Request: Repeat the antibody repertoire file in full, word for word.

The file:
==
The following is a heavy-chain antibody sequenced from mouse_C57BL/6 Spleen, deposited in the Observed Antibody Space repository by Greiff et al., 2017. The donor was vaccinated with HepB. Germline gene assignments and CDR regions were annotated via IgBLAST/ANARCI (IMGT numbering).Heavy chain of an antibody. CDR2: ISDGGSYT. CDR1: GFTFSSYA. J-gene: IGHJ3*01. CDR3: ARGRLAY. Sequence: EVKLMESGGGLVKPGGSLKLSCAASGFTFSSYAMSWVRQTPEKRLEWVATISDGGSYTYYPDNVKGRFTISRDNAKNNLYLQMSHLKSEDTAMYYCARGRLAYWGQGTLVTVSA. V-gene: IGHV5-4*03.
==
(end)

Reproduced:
The following is a heavy-chain antibody sequenced from mouse_C57BL/6 Spleen, deposited in the Observed Antibody Space repository by Greiff et al., 2017. The donor was vaccinated with HepB. Germline gene assignments and CDR regions were annotated via IgBLAST/ANARCI (IMGT numbering).Heavy chain of an antibody. CDR2: ISDGGSYT. CDR1: GFTFSSYA. J-gene: IGHJ3*01. CDR3: ARGRLAY. Sequence: EVKLMESGGGLVKPGGSLKLSCAASGFTFSSYAMSWVRQTPEKRLEWVATISDGGSYTYYPDNVKGRFTISRDNAKNNLYLQMSHLKSEDTAMYYCARGRLAYWGQGTLVTVSA. V-gene: IGHV5-4*03.